Mortal Kombat is back, more violent than ever. Is this a bad thing?
Laura Kennedy: Is simulating violence a kind of wrongdoing in itself, or ethically neutral?
The Fatality room at Mortal Kombat 11: The Reveal. Photograph: Tasia Wells/Getty Images
There have been various studies over several decades attempting to determine whether violent video games cause violent behaviours. Although the results tend to vary, a recent study from the University of York that included more than 3,000 participants could find no evidence that video games make players more violent. Overall there is distinct disagreement among researchers, with some arguing that, particularly in young people, playing violent video games can lead to more aggressive moods and behaviours, and decreased sensitivity, and others dismissing these ideas as alarmist.
There is an instinctive tendency, particularly for parents who often feel understandably uncomfortable about their children simulating violence in games, to believe that it must be having a negative psychological impact on their children’s perception of violent behaviours.
As a 1990s kid, I spent plenty of childhood hours immersed in various games now so prehistoric-looking I wonder how we ever found them so engaging. One of them was Mortal Kombat II, which came out in 1993 and caused immense controversy due to what was considered its unnecessarily violent content. It used unprecedentedly realistic digitised graphics (for the time) to depict rather gratuitous brutality, prompting the introduction of age-specific ratings for video games.
Mortal Kombat 11 is due for release in April, with game features and footage finding their way around the internet as it publisher, Warner Bros, takes measures to hype the game’s release. There are probably few people who would not determine that we live in a strange time, and that standards of what is or is not an acceptable level of violence in entertainment have changed enormously in a relatively short period, particularly with advances in technology.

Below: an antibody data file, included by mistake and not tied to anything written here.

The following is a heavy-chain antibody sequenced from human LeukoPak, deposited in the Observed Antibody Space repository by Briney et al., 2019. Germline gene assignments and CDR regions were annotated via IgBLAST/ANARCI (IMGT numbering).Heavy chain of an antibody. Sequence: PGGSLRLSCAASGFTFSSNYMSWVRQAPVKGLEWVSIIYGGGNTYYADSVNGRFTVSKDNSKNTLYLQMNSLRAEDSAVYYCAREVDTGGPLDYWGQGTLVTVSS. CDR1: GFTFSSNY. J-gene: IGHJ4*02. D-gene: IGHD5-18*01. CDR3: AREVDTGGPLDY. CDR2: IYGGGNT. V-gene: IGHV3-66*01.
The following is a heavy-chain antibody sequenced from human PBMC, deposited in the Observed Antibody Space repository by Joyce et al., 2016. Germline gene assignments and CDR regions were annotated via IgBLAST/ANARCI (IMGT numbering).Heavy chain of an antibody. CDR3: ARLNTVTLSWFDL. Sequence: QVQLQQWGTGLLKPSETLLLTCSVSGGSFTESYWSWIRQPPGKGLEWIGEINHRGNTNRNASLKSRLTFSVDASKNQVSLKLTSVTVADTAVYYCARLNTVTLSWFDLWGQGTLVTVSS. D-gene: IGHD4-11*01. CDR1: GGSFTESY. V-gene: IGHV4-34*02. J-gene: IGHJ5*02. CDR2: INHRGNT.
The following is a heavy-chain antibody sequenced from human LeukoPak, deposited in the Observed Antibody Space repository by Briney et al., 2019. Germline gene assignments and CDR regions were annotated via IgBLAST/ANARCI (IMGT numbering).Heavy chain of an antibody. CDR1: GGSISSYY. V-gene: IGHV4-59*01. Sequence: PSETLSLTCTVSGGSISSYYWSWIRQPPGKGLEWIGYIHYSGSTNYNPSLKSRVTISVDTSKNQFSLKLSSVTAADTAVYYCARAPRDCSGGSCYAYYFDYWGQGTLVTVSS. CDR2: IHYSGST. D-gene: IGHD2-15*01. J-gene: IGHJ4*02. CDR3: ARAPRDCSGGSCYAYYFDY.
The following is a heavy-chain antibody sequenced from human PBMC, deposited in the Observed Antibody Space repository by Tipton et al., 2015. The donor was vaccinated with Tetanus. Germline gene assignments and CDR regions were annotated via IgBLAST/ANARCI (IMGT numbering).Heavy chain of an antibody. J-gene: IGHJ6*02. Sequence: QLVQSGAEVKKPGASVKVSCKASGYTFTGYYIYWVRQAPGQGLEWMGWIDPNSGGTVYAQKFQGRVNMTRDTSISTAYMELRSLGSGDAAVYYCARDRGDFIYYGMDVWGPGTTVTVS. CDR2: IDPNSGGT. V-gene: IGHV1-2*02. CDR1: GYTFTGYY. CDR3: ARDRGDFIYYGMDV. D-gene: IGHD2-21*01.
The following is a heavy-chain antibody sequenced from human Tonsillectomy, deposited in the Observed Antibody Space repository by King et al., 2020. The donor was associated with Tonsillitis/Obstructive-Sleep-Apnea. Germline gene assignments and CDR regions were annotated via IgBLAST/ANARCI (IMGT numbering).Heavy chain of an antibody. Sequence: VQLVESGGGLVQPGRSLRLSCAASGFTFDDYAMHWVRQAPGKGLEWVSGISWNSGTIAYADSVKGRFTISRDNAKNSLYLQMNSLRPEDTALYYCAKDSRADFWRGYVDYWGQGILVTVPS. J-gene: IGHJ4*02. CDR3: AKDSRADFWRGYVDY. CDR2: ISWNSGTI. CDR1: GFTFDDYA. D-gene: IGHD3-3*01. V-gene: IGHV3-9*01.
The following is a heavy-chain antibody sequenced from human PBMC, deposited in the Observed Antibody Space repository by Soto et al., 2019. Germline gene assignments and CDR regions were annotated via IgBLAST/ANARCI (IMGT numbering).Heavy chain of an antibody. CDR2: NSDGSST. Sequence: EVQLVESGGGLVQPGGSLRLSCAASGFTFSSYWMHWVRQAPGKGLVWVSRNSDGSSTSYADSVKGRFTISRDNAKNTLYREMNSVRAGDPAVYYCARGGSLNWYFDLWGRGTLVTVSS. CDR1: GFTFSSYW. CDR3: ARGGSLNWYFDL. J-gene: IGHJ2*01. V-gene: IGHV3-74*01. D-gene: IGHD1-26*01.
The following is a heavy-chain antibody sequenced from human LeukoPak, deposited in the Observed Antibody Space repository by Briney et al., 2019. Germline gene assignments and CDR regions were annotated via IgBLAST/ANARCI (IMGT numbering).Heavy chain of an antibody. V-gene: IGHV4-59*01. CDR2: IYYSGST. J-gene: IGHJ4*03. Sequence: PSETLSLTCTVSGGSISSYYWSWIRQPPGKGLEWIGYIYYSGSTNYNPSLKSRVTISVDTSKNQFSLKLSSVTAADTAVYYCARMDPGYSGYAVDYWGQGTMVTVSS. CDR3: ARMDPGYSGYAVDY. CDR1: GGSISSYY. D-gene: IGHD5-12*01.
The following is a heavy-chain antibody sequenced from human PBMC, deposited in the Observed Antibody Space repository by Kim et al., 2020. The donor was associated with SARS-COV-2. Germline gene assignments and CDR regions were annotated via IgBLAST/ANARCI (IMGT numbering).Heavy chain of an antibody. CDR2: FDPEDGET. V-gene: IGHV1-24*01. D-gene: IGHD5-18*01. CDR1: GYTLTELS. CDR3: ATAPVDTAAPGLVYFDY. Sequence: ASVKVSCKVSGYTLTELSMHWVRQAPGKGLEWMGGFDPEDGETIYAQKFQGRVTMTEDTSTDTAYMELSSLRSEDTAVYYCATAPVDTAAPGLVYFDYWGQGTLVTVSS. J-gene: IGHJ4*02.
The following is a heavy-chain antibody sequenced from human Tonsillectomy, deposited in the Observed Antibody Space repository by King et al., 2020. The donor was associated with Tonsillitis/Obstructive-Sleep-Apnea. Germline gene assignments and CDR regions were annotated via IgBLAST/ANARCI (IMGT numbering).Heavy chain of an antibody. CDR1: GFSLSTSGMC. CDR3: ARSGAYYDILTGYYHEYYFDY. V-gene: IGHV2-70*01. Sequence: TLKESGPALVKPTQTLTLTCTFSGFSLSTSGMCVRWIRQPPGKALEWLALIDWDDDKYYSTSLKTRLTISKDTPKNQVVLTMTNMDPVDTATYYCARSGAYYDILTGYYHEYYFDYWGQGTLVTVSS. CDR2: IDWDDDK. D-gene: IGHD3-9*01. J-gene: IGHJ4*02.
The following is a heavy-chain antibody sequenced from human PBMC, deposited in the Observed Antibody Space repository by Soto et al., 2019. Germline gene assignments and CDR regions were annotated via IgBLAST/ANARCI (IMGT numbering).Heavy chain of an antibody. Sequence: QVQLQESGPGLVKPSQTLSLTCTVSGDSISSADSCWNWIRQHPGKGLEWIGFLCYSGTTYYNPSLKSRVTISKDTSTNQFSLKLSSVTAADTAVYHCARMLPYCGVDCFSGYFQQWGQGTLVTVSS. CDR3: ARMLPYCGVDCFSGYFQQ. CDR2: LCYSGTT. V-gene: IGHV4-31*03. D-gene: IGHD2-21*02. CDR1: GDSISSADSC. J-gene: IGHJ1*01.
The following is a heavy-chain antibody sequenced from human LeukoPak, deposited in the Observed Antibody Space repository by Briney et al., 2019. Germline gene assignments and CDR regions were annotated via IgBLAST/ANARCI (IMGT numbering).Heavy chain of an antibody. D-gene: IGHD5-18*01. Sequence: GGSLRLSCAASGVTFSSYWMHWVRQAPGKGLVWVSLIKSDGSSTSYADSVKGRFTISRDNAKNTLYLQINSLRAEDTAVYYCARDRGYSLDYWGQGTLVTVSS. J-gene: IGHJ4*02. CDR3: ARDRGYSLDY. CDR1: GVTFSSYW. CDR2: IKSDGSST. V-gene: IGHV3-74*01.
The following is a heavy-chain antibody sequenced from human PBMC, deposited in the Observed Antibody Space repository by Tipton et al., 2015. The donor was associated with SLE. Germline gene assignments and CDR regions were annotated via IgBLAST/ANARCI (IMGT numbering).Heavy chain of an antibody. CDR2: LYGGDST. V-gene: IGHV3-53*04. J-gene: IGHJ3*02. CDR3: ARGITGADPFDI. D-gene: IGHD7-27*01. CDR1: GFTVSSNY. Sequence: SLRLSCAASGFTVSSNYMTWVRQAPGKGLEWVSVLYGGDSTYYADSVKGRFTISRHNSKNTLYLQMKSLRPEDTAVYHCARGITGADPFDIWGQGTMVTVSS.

To maintain the game’s controversial and subversive reputation, which is essentially its calling card, the makers of Mortal Kombat 11 have created a game as gory and comprehensively violent as you might wildly imagine.
I should clarify that I don’t have any problem with violent video games, or depiction of violence in films, and like the rest of us, will expose myself selectively to things I want to engage with, and leave the rest for people who want to see them. The exposure or otherwise of children to such things is the prerogative of their parents. Mortal Kombat 11, with a gore for gore’s sake selling point, does not really interest me, but nor does it offend me.
It has prompted some interesting questions, however. Firstly, the question that should underlie the concern of parents and the curiosity of researchers, along with “Do violent games make people violent?” (which is indeed an interesting and important question) should probably be “Is it wrong to simulate wrongdoing?”
We can agree that it is wrong to assault a person without provocation, or, as depicted in Mortal Kombat 11, quite literally tear the face from the skull of an opponent. Is there a lesser qualitative crime in simulating these actions, or is simulating wrongdoing ethically neutral? The answer is not at all obvious or straightforward, but if you come down on the side of simulating wrongdoing being a morally bad action, then simulating violence in games becomes a wrongdoing different only in scale, and not in kind, from committing physical violence in the world.
Secondly, we should probably ask, as violent games become more graphically sophisticated, whether they become more or less repugnant. Was the gritty pixellation of the game I played in 1993 somehow less psychologically dangerous to me – if it was dangerous at all – for its lack of proximity to realism than the version of this game that will be released in April? Certainly, the fluid and minute detail of violence in modern games is probably more disgusting to people who don’t care for it than the clunky, boxy gesturing of the games of my youth, but again, it isn’t straightforward.
There are people who love horror films but don’t want to eat anyone’s liver. There are people who enjoy simulating lawless carnage in games but happily wait at the traffic lights in the morning and promptly pay their taxes. Perhaps it isn’t the games themselves but the secret fascinations they appeal to within us that make us so uncomfortable.